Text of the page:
The word “paradise” is a Persian word which means, “Garden of the king.” It is a lovely word full of hope and glory for all who will receive Christ as Lord. Have you ever prayed with the Dying Thief, “Lord, remember me. I believe! I do believe!”?
The Fourth Saying of the Savior at Calvary
“And about the ninth hour
Jesus cried with a loud voice, saying,
‘ELI, ELI, LAMA SABACHTANI?’
That is to say,
‘My God, my God, why hast thou forsaken me?’”
~ Matthew 27:46
It is always a shocking situation to be suddenly abandoned and left alone. A man forsaken by his friends due to a slanderous tongue can be devastated. A wife forsaken by her husband feels despair. A child forsaken by its parents is to be pitied. But a man forsaken of God–this is the evil of all evils.
Jesus, from eternity past, had never known a moment of separation from the Father. He was a delight to the Father (Prov. 8). Then came the awful hour. It was bad enough that Christ had to endure the physical torture of crucifixion, the mental anguish of rejection, and the public ridicule.
Now He must be forsaken and He cried out, “WHY?” Why must the Son suffer so when God had not abandoned others? During the darker days of Israel’s history, God had not abandoned His people. He was with them in Egypt. He was present at the Red Sea. He was with His people during the years of their Babylonian Captivity. David said, “I have never seen the righteous forsaken.”
But at Calvary, Christ was forsaken because of the exceeding sinfulness of sin whose appetite wanted nothing less than God’s Son. Sin was not happy with the spiritual suicide of Adam and Eve whereby they self destructed through disobedience. Sin was not satisfied with fratricide whereby Cain killed Abel. Sin was only content with Deicide, the death of God in the death of Christ.
At Calvary, Christ was forsaken because the wages of sin had to be paid. The inflexible justice of God the Father would not allow Him to pretend there was no sin and so God turned away while His Son stayed on the Cross to pay the price of redemption. Because God is holy, He could do nothing else than separate Himself from His Son while the price of redemption was being paid. Because God is holy the heavens are not clean in His sight; the seraphim must veil their faces, and Abraham must cry out, “I am but dust and ashes!” Genesis 18:27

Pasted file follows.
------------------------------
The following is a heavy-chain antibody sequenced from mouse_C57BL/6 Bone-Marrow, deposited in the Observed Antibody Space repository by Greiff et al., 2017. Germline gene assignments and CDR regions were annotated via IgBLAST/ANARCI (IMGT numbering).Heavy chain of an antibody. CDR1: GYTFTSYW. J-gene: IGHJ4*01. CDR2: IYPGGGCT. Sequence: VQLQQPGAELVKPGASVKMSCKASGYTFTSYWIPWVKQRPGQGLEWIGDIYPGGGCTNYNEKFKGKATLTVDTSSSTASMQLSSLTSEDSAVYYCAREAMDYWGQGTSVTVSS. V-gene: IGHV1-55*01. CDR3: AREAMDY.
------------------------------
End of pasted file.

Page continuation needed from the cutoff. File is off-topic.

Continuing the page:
God is so holy that Job said while in His presence, “Wherefore I abhor myself.” Job 42:6
Isaiah lamented, “Woe is me! For I am undone…for mine eyes have seen the King, the Lord of Glory’
Isaiah 6:6, God is so holy that when Daniel saw Him, he said “there remaineth no strength in me: for my comeliness was turned in me into corruption.”
Daniel 10:8 God is so holy that we are told, “He is of purer eyes than to behold evil and canst not look on iniquity.”
Habakkuk 1:13 At Calvary, Jesus was being made sin for His people.
“He suffered in our stead,
He saved His people there;
The Curse that fell on His head,
Was due by right to us.
The storm that bowed His blessed Head,
Is hushed forever now.
And rest Divine is mine instead,
While glory crowns His brow.”
Jesus was our substitute at Calvary. He walked in darkness, that we might walk in the light; He drank the cup of sorrow so we can drink the cup of joy, He was forsaken that we might be forgiven.